Review: The Baba Ramdev Phenomenon by Kaushik Deka
Baba Ramdev’s journey is as exceptional as the enterprise he has created.books Updated: Oct 20, 2017 22:12 IST
Chance opportunities and trivial advantages can make a lot of initial difference to any initiative. It can even convert unobtrusive action into a potential business opportunity. That is what explains the prodigious journey of Baba Ramdev, from a small time yoga guru to a big time business brand. Everything seemed to have worked in his favour, from his unstinted faith in the curative powers of yoga to his innate desire for promoting collective good, as he packaged health care and spirituality into a marketable product worth over Rs 10,000 crore. Its phenomenal rise has turned out to be the most disruptive force in the consumer market.
How could a yoga guru derail the bandwagon of established consumer brands? How has the detached guru become a phenomenon in the world of profit? More by default than design, the breath control exercises were positioned as a quick fix antidote to fast-moving-consumer-ailments like diabetes, obesity, and blood pressure that helped the yoga guru build a vast middle income constituency troubled by mounting medical bills. The healing crusade was bound to prosper as the 30-minute breath control exercises appealed to those who sought health care without frequenting doctors.
What began as an instinctive move to demystify age-old yogic practices ended up capturing the collective psyche of health conscious people across the country! The evidence-based real-life stories beamed through television spurred demand for cheap Ayurvedic formulations. Television, indeed, created a springboard for the high-profile yoga guru to build a huge spiritual enterprise. Control over the airwaves connected him to the world of marketing and finance; the new links created political economies that support and sustain such enterprises. The remarkable journey of the yoga guru is as exceptional as the enterprise he has created.
The Baba Ramdev Phenomenon captures the incredible journey of school drop-out Ram Kishen who became the irresistible Yoga Guru Ramdev. With a current strength of 10 lakh active followers, brand Patanjali aims to clock sales of Rs 40,000 crore by 2018-19, and reach an imposing figure of Rs 100,000 crore by 2020. Given that the entire packaged consumer products market in the country is an estimated Rs 3.2 lakh crore a year, and that brand Patanjali sales have more than doubled each year, garnering a significant share of the market may not be improbable for India’s buzziest brand. Operating at 10 per cent profit margin, as opposed to 20 per cent for most other brands, brand Patanjali is out to invert the consumer product market anytime soon.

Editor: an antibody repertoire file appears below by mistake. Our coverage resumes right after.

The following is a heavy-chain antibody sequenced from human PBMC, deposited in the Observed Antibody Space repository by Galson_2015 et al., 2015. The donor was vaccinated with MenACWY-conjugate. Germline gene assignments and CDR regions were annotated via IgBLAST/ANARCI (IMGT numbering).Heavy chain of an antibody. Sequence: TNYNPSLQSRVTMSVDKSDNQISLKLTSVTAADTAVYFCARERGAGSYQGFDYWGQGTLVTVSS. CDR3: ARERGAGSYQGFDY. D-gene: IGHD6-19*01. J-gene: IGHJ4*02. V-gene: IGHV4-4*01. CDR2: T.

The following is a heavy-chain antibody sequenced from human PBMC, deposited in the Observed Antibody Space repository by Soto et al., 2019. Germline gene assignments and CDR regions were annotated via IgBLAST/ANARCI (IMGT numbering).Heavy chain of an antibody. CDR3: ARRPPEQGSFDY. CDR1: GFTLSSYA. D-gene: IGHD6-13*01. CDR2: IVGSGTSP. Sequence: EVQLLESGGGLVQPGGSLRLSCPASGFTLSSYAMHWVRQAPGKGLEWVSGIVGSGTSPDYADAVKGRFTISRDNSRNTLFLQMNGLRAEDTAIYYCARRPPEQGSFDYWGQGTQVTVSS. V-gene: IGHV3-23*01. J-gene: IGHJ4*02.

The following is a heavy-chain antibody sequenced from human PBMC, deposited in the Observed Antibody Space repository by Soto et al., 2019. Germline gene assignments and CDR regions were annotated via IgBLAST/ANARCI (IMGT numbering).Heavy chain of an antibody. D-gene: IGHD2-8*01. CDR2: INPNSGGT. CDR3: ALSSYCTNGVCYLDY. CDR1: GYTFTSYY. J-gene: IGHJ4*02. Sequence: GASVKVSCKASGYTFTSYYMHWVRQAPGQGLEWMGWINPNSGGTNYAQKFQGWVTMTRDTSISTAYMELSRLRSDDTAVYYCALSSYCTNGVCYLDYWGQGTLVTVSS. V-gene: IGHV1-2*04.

Other than astute upmanship and smart business acumen, what was it that worked in favour of brand Patanjali that other leading brands find hard to emulate? Three aspects are worth taking note of: first, much before launching its ayurvedic and herbal products, Baba Ramdev had created an assured market of committed consumers; second, it capitalized on consumer desire by marketing tradition as a product of modern convenience; and third, by courting controversies frequently, Baba Ramdev has continued to remain in the mind space of his followers.
Easy to read, Kaushik Deka provides a racy narrative on the early life of the yoga guru, and his subsequent rise, rise and rise as a brand that is usurping a lion’s share of the packaged consumer products market. That it is doing so to end the hegemony of multinational companies has evoked feelings of national pride among its loyalists. Having risen from the grassroots with hands-on experience, both Baba Ramdev and his associate Acharya Balkrishana are trained to engage in the entire production process, and therefore offer their moral and spiritual responsibility for every product produced by Patanjali. This lends additional credibility for their products in the market.
With the market for herbal and ayurvedic products growing, and competition in the packaged consumer products becoming cut-throat, it will be interesting to see how long Patanjali can hold its place in the market on the strength of its emotional nationalistic appeal. That Baba Ramdev has successfully created a niche for brand Patanjali in the social and political landscape of the country is one part of the story; how far can yogic practices continue to backstop its growing business model is another. It would be interesting to see if brand Ramdev can defy the dictum ‘What goes up must come down’?